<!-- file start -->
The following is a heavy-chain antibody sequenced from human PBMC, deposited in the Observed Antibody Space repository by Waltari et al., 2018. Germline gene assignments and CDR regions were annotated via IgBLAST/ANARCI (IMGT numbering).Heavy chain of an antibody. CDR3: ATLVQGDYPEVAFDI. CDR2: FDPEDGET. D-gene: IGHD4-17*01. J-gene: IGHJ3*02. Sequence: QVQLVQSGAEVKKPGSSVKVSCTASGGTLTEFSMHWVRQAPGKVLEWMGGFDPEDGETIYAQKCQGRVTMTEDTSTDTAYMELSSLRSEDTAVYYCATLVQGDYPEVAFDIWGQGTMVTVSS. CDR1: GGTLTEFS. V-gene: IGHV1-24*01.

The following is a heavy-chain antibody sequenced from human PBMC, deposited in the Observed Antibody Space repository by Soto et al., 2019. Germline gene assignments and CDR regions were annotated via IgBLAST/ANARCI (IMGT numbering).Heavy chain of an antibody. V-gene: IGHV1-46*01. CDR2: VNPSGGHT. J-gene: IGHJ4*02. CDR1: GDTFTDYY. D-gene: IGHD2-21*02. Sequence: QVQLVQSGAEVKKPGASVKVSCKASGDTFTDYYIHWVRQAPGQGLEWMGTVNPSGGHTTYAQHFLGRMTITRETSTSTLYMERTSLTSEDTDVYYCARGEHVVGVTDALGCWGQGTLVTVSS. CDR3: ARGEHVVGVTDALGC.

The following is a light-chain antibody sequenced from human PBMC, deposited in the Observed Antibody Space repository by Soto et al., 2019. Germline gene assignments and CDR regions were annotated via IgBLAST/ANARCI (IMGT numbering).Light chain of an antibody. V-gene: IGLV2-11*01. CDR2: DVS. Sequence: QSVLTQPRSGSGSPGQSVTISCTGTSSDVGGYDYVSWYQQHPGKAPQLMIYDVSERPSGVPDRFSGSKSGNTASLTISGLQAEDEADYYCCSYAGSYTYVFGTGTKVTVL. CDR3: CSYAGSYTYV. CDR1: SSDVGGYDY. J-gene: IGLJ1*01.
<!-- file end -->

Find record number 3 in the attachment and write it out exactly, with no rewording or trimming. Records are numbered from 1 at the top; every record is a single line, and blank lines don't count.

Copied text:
The following is a light-chain antibody sequenced from human PBMC, deposited in the Observed Antibody Space repository by Soto et al., 2019. Germline gene assignments and CDR regions were annotated via IgBLAST/ANARCI (IMGT numbering).Light chain of an antibody. V-gene: IGLV2-11*01. CDR2: DVS. Sequence: QSVLTQPRSGSGSPGQSVTISCTGTSSDVGGYDYVSWYQQHPGKAPQLMIYDVSERPSGVPDRFSGSKSGNTASLTISGLQAEDEADYYCCSYAGSYTYVFGTGTKVTVL. CDR3: CSYAGSYTYV. CDR1: SSDVGGYDY. J-gene: IGLJ1*01.